"She was a serial monogamist who constantly desired the physical and spiritual closeness of a lover; furthermore, she exploited her lovers' abilities for the good of the country," says Levitt. "There's a lot more I could say here; the later tradition often saw her as a consummate hypocrite, but this I think takes things out of historical context. I believe that her heart was in the right place, but that she understood the nature and limitations of political power in Russia."

5. Politically and Socially, She Was Both Liberal and Conservative

While Catherine had a major hand in modernizing Russia in the image of Western Europe, she didn't do much to change the system of serfdom. In the 18th century, Russian serfs weren't bound to land, but to their owners, and while they weren't exactly slaves, the system of forced labor is, through a modern lens, a clearly problematic and punishing practice. Catherine made some moves to change this system, signing legislation to prohibit the practice, and even penning a 1775 manifesto that prohibited former serfs who had been freed from becoming serfs again. But on the other hand, Catherine also limited the freedoms of many peasants and gave away many state-owned peasants to become private serfs. Between 1773 and 1775, rebellion leader Yemelyan Pugachev rallied peasants and Cossacks and promised the serfs land of their own and freedom from their lords in what was known as Pugachev's Rebellion. By late 1774, somewhere between 9,000 to 10,000 rebels were dead, and by September of that year, the rebellion was finished.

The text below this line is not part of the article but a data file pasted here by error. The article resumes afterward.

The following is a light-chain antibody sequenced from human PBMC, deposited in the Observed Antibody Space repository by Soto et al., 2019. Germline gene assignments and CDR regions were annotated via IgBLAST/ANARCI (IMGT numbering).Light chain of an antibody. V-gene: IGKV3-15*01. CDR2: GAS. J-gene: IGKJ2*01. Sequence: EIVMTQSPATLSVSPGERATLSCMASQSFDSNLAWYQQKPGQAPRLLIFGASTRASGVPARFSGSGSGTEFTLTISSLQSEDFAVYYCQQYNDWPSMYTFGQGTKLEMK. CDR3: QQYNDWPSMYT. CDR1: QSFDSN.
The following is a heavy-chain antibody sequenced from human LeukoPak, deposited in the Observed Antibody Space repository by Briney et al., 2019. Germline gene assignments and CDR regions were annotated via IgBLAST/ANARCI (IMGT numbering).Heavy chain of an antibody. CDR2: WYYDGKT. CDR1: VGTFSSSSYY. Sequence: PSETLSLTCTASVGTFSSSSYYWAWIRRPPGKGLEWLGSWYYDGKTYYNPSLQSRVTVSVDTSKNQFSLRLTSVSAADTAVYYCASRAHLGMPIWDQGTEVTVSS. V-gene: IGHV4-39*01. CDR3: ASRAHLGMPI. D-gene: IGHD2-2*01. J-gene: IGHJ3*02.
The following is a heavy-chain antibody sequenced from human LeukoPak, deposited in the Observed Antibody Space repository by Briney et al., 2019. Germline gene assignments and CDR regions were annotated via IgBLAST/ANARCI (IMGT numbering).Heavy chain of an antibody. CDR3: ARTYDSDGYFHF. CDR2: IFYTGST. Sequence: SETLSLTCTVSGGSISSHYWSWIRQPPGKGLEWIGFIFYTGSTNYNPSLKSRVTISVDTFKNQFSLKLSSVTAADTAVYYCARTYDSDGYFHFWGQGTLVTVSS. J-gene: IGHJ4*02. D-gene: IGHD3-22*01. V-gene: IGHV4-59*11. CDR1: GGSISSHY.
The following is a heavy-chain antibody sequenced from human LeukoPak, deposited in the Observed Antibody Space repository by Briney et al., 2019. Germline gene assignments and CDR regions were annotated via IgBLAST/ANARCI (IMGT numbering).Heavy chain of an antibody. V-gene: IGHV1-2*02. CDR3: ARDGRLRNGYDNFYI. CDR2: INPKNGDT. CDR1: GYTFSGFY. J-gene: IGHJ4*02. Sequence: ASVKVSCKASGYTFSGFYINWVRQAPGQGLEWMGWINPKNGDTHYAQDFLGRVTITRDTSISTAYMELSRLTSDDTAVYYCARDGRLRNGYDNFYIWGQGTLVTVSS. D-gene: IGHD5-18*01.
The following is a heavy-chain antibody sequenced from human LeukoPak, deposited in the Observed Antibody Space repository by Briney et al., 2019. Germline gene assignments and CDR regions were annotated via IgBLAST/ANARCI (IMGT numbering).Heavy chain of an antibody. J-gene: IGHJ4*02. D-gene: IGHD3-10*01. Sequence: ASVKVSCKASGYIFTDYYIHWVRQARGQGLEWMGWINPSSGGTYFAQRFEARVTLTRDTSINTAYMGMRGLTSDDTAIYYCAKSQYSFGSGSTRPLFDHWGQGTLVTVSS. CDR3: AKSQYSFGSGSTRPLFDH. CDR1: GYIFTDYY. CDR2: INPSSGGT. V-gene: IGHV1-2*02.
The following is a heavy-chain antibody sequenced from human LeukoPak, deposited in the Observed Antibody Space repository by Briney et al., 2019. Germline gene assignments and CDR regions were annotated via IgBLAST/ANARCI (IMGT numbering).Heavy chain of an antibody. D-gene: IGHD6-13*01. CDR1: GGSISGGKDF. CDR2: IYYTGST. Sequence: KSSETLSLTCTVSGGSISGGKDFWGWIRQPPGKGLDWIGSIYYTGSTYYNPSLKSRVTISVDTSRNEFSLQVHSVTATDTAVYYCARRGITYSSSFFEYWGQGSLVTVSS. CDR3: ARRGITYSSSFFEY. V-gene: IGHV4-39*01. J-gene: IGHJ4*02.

6. That Story About Her Cause of Death? Totally False

Perhaps one of the most notorious rumors to follow Catherine have been the ones regarding her cause of death. Let's put this story to rest: Catherine did not die while having sex with a horse. And yes, that's an age-old theory that's an unflattering piece of gossip that's trailed her since her death on Nov. 17, 1796. Apparently, according to History.com, "the use of horse-riding as a sexual metaphor had a long history in libelous attacks on courtly women. Horse-riding was integrally linked with notions of nobility, and this story was also a perfect subversion of Catherine's noted equestrian skills." In reality, Catherine died of a stroke at the age of 67.

7. Her Reputation May Be On the Mend

"I think one could say as a general matter that Catherine's image has greatly improved over the past hundred years or so," Alexander M. Martin, professor of history at the University of Notre Dame, says via email. "In Russia before the 1917 revolution, she mostly had a dubious reputation: politically, as someone who talked a lot about 'enlightened' values but refused to free the serfs; and personally, as a woman who was immoral because of her succession of lovers. There has been a lot of scholarship about her since the mid-20th century, and mostly, it has tended to rehabilitate her. While clearly she did nothing to help the serfs, we have gained a greater appreciation of her efforts to modernize Russia in other ways; and our own changing attitudes about gender and sexuality have led us to stop seeing her private life as scandalous the way earlier generations did."